Trigger finger -- the medical term is stenosing tenosynovitis -- is a repetitive strain injury that can affect all five fingers. Anyone can suffer from trigger finger, but it is most common among women, the elderly and those suffering from other physical ailments. Common symptoms include pain and the thumb locking in place for short periods of time. Trigger finger can be remedied by reducing inflammation and movement.
- Skill level:
Things you need
- Thumb splint
- Anti-inflammatory medicine
- Heating pad
Immobilise the thumb with a splint. Continued movement can exacerbate the injury and delay recovery. A splint provides your thumb with the rest necessary for recovery. Thumb splints are available at most chemists.
Ice the injured thumb to reduce pain and inflammation. Swelling and join inflammation can delay the recovery process. Ice the thumb in two-minute intervals. Be cautious: Overuse of ice is harmful to the skin and reduces circulation.
Take over-the-counter anti-inflammatory medicine to reduce joint swelling. This continually reduces swelling and provides around-the-clock pain management.
Apply a heating pad to the thumb. Heat reduces swelling and eases soreness. Heat treatment also provides a counter to ice treatment since you get most of the same benefits without the harmful effects of exposure to cold temperatures.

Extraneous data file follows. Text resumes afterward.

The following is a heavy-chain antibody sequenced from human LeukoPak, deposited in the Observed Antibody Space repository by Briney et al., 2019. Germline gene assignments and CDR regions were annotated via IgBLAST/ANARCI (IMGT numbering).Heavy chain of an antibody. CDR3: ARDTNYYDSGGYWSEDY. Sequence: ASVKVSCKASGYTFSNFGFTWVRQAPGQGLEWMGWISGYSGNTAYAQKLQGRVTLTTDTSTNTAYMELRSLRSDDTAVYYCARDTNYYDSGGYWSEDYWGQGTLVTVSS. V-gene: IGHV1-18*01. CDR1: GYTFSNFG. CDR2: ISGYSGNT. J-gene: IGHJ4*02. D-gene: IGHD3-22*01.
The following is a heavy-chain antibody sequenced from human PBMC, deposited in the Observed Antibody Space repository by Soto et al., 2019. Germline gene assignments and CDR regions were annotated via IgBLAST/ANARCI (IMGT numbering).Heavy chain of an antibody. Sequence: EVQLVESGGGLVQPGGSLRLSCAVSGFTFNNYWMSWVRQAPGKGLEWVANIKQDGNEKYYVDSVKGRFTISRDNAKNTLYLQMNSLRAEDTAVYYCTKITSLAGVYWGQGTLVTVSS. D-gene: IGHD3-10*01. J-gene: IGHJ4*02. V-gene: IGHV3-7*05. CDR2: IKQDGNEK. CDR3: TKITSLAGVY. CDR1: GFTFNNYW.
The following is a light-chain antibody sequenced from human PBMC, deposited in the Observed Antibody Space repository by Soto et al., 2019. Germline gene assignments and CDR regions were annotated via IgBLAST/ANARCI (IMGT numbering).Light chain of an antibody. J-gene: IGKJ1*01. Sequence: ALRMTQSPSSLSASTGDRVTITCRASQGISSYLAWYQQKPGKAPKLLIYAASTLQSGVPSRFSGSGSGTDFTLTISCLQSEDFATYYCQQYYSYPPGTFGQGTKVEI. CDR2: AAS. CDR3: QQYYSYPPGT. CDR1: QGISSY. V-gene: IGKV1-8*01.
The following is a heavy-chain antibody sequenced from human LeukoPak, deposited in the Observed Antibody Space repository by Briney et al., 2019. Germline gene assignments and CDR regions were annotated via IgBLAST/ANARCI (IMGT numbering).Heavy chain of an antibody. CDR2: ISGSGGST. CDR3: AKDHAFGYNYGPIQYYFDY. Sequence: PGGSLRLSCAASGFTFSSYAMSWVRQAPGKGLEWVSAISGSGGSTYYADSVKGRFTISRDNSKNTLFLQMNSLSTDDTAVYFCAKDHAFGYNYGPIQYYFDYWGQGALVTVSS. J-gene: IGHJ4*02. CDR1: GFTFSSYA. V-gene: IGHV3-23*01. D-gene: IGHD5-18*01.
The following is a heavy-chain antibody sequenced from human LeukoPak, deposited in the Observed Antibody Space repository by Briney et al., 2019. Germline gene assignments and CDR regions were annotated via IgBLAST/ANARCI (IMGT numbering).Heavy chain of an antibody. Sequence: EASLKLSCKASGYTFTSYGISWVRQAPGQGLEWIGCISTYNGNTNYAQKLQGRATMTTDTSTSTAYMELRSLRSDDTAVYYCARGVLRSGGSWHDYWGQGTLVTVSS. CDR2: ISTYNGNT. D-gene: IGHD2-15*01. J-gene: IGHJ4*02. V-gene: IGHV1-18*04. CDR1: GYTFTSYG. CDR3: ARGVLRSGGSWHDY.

Reduce strenuous activity and avoid the activity that caused the injury. This may require changes in your habits. For example, write by hand as often as you can if typing caused your trigger thumb. Resting the entire hand ensures the thumb muscles and ligaments are not used.
Tips and warnings
- Seek advice from your doctor to determine the severity of the trigger thumb and the appropriate remedies. Also ask your doctor about stretching exercises to regain mobility after prolonged immobilisation.
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